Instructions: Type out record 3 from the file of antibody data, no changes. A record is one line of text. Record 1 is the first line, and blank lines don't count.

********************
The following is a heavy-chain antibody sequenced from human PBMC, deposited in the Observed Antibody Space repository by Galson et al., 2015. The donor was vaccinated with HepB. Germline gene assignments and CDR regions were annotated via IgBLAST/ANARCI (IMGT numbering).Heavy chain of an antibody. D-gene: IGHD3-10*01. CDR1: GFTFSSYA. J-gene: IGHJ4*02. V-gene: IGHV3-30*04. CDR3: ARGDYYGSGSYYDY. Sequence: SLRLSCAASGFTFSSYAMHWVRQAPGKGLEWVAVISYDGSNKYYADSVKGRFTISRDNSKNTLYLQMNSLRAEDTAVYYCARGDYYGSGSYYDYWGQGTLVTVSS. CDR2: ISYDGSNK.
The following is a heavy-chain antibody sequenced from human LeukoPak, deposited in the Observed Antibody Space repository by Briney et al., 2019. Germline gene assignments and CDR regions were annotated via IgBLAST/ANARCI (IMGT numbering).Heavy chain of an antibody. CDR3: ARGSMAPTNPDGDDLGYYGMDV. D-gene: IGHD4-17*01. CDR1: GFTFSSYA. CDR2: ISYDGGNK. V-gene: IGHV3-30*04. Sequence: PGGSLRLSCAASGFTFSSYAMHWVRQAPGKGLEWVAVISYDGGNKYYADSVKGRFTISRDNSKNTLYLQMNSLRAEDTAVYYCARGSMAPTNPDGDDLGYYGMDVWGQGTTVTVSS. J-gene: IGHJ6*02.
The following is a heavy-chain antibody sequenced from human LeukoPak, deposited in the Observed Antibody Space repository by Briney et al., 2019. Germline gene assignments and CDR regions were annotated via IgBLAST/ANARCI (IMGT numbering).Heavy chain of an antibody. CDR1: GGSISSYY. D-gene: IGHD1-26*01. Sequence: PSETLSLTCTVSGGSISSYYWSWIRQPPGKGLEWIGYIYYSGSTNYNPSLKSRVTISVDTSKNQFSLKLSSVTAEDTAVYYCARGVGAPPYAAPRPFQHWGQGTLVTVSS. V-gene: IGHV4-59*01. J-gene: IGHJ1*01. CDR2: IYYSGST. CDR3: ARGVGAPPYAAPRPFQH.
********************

The following is a heavy-chain antibody sequenced from human LeukoPak, deposited in the Observed Antibody Space repository by Briney et al., 2019. Germline gene assignments and CDR regions were annotated via IgBLAST/ANARCI (IMGT numbering).Heavy chain of an antibody. CDR1: GGSISSYY. D-gene: IGHD1-26*01. Sequence: PSETLSLTCTVSGGSISSYYWSWIRQPPGKGLEWIGYIYYSGSTNYNPSLKSRVTISVDTSKNQFSLKLSSVTAEDTAVYYCARGVGAPPYAAPRPFQHWGQGTLVTVSS. V-gene: IGHV4-59*01. J-gene: IGHJ1*01. CDR2: IYYSGST. CDR3: ARGVGAPPYAAPRPFQH.